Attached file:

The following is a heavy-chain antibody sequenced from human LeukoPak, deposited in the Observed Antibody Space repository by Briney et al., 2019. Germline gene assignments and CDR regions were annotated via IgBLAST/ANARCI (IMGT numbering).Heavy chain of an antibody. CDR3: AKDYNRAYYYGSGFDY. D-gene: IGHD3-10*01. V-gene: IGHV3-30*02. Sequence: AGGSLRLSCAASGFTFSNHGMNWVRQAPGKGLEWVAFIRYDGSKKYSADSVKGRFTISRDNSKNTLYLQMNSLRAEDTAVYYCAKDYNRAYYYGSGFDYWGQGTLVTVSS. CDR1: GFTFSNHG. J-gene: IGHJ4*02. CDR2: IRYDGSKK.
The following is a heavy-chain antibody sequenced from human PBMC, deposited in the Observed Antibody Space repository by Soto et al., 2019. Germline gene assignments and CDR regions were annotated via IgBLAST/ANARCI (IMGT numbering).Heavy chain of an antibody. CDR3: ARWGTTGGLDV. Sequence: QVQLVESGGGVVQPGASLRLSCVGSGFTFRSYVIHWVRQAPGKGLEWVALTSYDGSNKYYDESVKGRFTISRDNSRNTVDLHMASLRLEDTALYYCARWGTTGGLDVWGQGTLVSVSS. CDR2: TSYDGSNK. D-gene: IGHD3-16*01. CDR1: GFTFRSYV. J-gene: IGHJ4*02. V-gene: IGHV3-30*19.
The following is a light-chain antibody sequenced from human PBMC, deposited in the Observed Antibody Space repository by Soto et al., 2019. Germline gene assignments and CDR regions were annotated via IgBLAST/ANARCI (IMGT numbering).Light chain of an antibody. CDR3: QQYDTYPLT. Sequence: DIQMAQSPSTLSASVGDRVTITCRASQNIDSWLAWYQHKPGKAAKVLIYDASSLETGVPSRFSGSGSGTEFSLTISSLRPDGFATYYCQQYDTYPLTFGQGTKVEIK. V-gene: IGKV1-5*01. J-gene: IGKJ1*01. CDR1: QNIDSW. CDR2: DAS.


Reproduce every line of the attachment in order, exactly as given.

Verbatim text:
The following is a heavy-chain antibody sequenced from human LeukoPak, deposited in the Observed Antibody Space repository by Briney et al., 2019. Germline gene assignments and CDR regions were annotated via IgBLAST/ANARCI (IMGT numbering).Heavy chain of an antibody. CDR3: AKDYNRAYYYGSGFDY. D-gene: IGHD3-10*01. V-gene: IGHV3-30*02. Sequence: AGGSLRLSCAASGFTFSNHGMNWVRQAPGKGLEWVAFIRYDGSKKYSADSVKGRFTISRDNSKNTLYLQMNSLRAEDTAVYYCAKDYNRAYYYGSGFDYWGQGTLVTVSS. CDR1: GFTFSNHG. J-gene: IGHJ4*02. CDR2: IRYDGSKK.
The following is a heavy-chain antibody sequenced from human PBMC, deposited in the Observed Antibody Space repository by Soto et al., 2019. Germline gene assignments and CDR regions were annotated via IgBLAST/ANARCI (IMGT numbering).Heavy chain of an antibody. CDR3: ARWGTTGGLDV. Sequence: QVQLVESGGGVVQPGASLRLSCVGSGFTFRSYVIHWVRQAPGKGLEWVALTSYDGSNKYYDESVKGRFTISRDNSRNTVDLHMASLRLEDTALYYCARWGTTGGLDVWGQGTLVSVSS. CDR2: TSYDGSNK. D-gene: IGHD3-16*01. CDR1: GFTFRSYV. J-gene: IGHJ4*02. V-gene: IGHV3-30*19.
The following is a light-chain antibody sequenced from human PBMC, deposited in the Observed Antibody Space repository by Soto et al., 2019. Germline gene assignments and CDR regions were annotated via IgBLAST/ANARCI (IMGT numbering).Light chain of an antibody. CDR3: QQYDTYPLT. Sequence: DIQMAQSPSTLSASVGDRVTITCRASQNIDSWLAWYQHKPGKAAKVLIYDASSLETGVPSRFSGSGSGTEFSLTISSLRPDGFATYYCQQYDTYPLTFGQGTKVEIK. V-gene: IGKV1-5*01. J-gene: IGKJ1*01. CDR1: QNIDSW. CDR2: DAS.